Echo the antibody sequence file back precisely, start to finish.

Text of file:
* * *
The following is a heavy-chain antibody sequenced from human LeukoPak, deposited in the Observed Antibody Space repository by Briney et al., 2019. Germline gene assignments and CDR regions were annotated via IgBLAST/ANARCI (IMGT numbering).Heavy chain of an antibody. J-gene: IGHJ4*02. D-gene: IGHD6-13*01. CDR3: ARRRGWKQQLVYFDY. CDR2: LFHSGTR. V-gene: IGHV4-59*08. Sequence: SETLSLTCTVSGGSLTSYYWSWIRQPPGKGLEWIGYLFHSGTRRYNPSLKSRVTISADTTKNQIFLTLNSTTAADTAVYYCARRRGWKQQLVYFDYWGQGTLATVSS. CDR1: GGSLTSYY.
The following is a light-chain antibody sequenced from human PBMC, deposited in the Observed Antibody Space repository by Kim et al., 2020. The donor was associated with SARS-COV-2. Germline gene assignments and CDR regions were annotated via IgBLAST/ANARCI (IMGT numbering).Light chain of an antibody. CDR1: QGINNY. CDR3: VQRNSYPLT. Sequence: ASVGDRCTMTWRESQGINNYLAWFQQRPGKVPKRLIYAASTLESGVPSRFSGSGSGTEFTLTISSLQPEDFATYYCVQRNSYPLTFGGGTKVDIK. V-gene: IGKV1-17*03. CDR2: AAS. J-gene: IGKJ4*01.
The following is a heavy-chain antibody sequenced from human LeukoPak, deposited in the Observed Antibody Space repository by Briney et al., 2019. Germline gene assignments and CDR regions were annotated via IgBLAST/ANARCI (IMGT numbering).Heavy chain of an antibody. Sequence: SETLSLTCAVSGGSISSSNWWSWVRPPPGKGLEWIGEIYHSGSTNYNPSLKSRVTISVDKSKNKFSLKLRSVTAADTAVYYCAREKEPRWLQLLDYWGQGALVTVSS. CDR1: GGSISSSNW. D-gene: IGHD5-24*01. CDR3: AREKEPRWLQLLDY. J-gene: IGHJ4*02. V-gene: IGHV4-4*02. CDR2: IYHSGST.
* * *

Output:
The following is a heavy-chain antibody sequenced from human LeukoPak, deposited in the Observed Antibody Space repository by Briney et al., 2019. Germline gene assignments and CDR regions were annotated via IgBLAST/ANARCI (IMGT numbering).Heavy chain of an antibody. J-gene: IGHJ4*02. D-gene: IGHD6-13*01. CDR3: ARRRGWKQQLVYFDY. CDR2: LFHSGTR. V-gene: IGHV4-59*08. Sequence: SETLSLTCTVSGGSLTSYYWSWIRQPPGKGLEWIGYLFHSGTRRYNPSLKSRVTISADTTKNQIFLTLNSTTAADTAVYYCARRRGWKQQLVYFDYWGQGTLATVSS. CDR1: GGSLTSYY.
The following is a light-chain antibody sequenced from human PBMC, deposited in the Observed Antibody Space repository by Kim et al., 2020. The donor was associated with SARS-COV-2. Germline gene assignments and CDR regions were annotated via IgBLAST/ANARCI (IMGT numbering).Light chain of an antibody. CDR1: QGINNY. CDR3: VQRNSYPLT. Sequence: ASVGDRCTMTWRESQGINNYLAWFQQRPGKVPKRLIYAASTLESGVPSRFSGSGSGTEFTLTISSLQPEDFATYYCVQRNSYPLTFGGGTKVDIK. V-gene: IGKV1-17*03. CDR2: AAS. J-gene: IGKJ4*01.
The following is a heavy-chain antibody sequenced from human LeukoPak, deposited in the Observed Antibody Space repository by Briney et al., 2019. Germline gene assignments and CDR regions were annotated via IgBLAST/ANARCI (IMGT numbering).Heavy chain of an antibody. Sequence: SETLSLTCAVSGGSISSSNWWSWVRPPPGKGLEWIGEIYHSGSTNYNPSLKSRVTISVDKSKNKFSLKLRSVTAADTAVYYCAREKEPRWLQLLDYWGQGALVTVSS. CDR1: GGSISSSNW. D-gene: IGHD5-24*01. CDR3: AREKEPRWLQLLDY. J-gene: IGHJ4*02. V-gene: IGHV4-4*02. CDR2: IYHSGST.